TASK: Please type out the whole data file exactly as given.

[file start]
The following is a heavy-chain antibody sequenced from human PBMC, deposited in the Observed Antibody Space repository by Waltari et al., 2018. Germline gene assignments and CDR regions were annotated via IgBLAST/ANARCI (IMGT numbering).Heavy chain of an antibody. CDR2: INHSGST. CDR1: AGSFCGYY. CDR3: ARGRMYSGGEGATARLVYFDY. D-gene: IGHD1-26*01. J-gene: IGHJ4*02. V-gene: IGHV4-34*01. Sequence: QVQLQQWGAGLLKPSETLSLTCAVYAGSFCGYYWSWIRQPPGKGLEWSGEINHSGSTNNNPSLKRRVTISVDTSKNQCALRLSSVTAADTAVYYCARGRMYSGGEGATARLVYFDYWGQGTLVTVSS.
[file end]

The following is a heavy-chain antibody sequenced from human PBMC, deposited in the Observed Antibody Space repository by Waltari et al., 2018. Germline gene assignments and CDR regions were annotated via IgBLAST/ANARCI (IMGT numbering).Heavy chain of an antibody. CDR2: INHSGST. CDR1: AGSFCGYY. CDR3: ARGRMYSGGEGATARLVYFDY. D-gene: IGHD1-26*01. J-gene: IGHJ4*02. V-gene: IGHV4-34*01. Sequence: QVQLQQWGAGLLKPSETLSLTCAVYAGSFCGYYWSWIRQPPGKGLEWSGEINHSGSTNNNPSLKRRVTISVDTSKNQCALRLSSVTAADTAVYYCARGRMYSGGEGATARLVYFDYWGQGTLVTVSS.